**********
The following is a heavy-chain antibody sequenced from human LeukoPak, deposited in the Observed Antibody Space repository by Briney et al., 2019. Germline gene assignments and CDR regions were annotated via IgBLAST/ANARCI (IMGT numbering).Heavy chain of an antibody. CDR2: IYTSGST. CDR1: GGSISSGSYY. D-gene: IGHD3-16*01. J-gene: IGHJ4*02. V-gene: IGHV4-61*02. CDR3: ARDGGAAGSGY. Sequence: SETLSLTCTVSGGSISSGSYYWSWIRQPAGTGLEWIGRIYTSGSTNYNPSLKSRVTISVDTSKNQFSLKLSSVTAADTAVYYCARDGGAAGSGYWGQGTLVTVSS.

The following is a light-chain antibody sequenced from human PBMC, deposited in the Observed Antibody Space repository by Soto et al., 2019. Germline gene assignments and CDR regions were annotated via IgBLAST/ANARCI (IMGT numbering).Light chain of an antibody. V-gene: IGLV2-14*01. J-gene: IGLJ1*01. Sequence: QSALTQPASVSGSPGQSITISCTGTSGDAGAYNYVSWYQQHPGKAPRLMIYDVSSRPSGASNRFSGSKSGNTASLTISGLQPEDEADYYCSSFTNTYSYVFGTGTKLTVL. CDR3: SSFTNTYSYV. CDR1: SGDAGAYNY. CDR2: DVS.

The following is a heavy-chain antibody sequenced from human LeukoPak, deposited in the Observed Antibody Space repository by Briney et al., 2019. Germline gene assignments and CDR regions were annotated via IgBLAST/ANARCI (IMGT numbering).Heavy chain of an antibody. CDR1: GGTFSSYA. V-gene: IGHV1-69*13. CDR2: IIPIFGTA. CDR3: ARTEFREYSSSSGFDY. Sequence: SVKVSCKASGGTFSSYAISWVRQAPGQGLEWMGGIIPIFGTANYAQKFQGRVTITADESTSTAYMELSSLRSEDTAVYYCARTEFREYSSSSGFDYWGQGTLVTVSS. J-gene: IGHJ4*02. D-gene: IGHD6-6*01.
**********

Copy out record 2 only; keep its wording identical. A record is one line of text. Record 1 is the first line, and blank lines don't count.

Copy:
The following is a light-chain antibody sequenced from human PBMC, deposited in the Observed Antibody Space repository by Soto et al., 2019. Germline gene assignments and CDR regions were annotated via IgBLAST/ANARCI (IMGT numbering).Light chain of an antibody. V-gene: IGLV2-14*01. J-gene: IGLJ1*01. Sequence: QSALTQPASVSGSPGQSITISCTGTSGDAGAYNYVSWYQQHPGKAPRLMIYDVSSRPSGASNRFSGSKSGNTASLTISGLQPEDEADYYCSSFTNTYSYVFGTGTKLTVL. CDR3: SSFTNTYSYV. CDR1: SGDAGAYNY. CDR2: DVS.